In Jack,, A.M. Homes has accomplished the difficult task of writing a novel from the point of view of a child, and making the ensuing story interesting for adults. The difficulty here is in voice and content. Replicating the cadence and language of children challenges writers wanting to appeal to adults who quickly tire of the repetition indicative of teenage speech. As for content, while teenagers find their own lives endlessly fascinating, (most) adults have little patience for tepid romance or gossip. What separates a literary work written in a child's perspective from a young adult novel is the author's ability to create a child character who is appealing, interesting, and maybe a bit precocious. A.M. Homes has done that here.
Jack is a typical high school boy, looking forward to his sixteenth birthday and getting his driver's license. He's not popular, but he's not unpopular; the other kids in his class seem to largely ignore him. Scintillating, right? Add to all of that Jack's parents' contentious divorce and his father's subsequent coming out and admission that he and his friend Bob are lovers. While Jack struggles with this new information, his best friend Max (so incredibly obnoxious it's hard to imagine he and Jack staying friends past high school) has a family that's exploding as well. Jack has his first girlfriend, a huge failure, and rebounds with another girl who understands him. He develops a crush on a much older woman. And he needs to wear a cast following a basketball injury. Jack has a lot going on.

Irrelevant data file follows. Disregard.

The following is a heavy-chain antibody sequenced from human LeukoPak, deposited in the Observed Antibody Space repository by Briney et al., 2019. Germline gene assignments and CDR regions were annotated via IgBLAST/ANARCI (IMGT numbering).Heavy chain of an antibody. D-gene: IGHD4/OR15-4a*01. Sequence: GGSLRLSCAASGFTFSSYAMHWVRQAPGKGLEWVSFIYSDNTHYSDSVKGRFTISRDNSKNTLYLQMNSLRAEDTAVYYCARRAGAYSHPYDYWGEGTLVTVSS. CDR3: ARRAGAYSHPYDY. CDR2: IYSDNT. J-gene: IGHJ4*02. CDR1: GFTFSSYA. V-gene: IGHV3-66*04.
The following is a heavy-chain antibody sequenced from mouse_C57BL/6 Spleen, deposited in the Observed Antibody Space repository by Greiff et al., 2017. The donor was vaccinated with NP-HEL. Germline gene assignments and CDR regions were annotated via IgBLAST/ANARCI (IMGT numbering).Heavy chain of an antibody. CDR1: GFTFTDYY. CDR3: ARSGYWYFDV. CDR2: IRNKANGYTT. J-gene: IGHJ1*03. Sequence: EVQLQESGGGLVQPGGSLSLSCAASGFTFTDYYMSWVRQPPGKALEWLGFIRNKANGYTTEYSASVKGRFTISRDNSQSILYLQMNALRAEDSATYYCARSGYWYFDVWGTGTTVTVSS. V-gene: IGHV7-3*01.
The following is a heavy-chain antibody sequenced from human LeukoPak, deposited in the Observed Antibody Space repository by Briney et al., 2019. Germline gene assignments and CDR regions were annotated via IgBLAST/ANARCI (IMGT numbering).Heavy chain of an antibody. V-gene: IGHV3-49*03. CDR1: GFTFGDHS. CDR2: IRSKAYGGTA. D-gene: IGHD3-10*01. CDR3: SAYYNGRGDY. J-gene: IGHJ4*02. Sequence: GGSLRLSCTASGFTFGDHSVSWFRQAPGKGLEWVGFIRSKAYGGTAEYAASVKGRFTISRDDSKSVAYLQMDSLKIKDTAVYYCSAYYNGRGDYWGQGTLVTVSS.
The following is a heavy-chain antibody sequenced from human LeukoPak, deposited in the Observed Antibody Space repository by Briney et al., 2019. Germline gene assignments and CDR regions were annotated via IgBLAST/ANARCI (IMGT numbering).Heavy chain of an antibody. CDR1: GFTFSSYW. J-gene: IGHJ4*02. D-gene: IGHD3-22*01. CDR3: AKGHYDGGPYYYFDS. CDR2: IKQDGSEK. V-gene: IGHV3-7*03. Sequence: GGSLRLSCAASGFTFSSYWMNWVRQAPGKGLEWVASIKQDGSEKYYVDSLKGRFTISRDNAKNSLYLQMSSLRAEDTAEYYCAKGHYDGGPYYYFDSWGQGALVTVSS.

What elevates this book from YA to literary fiction is the way Jack sorts through his emotions and makes decisions. Homes shows his struggle at times to do the right thing, and other times when he easily knows the right path and chooses it not because he wants to, but because he's a good kid. He's also acutely observant. When he and Max wind up out on the town with a popular girl from their class, along with his dad and her dad (also gay), he senses trouble on the horizon and tries to head it off. This being an adult novel though, devoid of lessons for budding teens to learn, things go exactly the way one would expect them to in real life. When Jack's secret is revealed, the interest lies not in the way other people react to it, but the way Jack reacts to a world where he no longer has the secret.
Homes gives Jack a mature mindset in many areas, belied by the occasional childish lapse. For instance, his kindness to Max's little brother and innate understanding of what the boy needs contrasted with his stubborn insistence that he doesn't need a doctor after sustaining an injury during a game. The moments of immaturity make Jack a believable kid, while the moments of clarity make him interesting. Jack's moment of epiphany at the end is a simple one, but weighs heavily, reminding the reader of their own moment of understanding. The events that occur around Jack are interesting, in typical Homes style the reader should expect the unexpected, but it's Jack himself who carries the book. Other authors have successfully written books from a child's perspective (Sapphire's Precious in Push and C.D. Payne's Nick Twisp in Youth in Revolt come to mind), but most of those children face extraordinary circumstances. Jack's life is unusual, but it's not ground-breaking. It's what happens in Jack's mind that's most interesting.